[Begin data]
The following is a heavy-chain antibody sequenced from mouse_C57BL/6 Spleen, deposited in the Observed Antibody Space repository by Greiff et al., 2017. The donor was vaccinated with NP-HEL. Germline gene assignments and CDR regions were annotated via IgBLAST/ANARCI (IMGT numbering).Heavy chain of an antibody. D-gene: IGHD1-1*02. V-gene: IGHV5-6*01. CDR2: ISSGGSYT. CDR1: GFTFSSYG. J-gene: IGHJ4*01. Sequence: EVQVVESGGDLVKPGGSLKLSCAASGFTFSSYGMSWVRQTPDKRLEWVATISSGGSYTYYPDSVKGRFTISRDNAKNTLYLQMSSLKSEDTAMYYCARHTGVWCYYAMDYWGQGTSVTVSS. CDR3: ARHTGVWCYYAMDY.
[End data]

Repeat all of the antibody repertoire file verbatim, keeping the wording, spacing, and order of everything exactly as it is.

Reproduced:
The following is a heavy-chain antibody sequenced from mouse_C57BL/6 Spleen, deposited in the Observed Antibody Space repository by Greiff et al., 2017. The donor was vaccinated with NP-HEL. Germline gene assignments and CDR regions were annotated via IgBLAST/ANARCI (IMGT numbering).Heavy chain of an antibody. D-gene: IGHD1-1*02. V-gene: IGHV5-6*01. CDR2: ISSGGSYT. CDR1: GFTFSSYG. J-gene: IGHJ4*01. Sequence: EVQVVESGGDLVKPGGSLKLSCAASGFTFSSYGMSWVRQTPDKRLEWVATISSGGSYTYYPDSVKGRFTISRDNAKNTLYLQMSSLKSEDTAMYYCARHTGVWCYYAMDYWGQGTSVTVSS. CDR3: ARHTGVWCYYAMDY.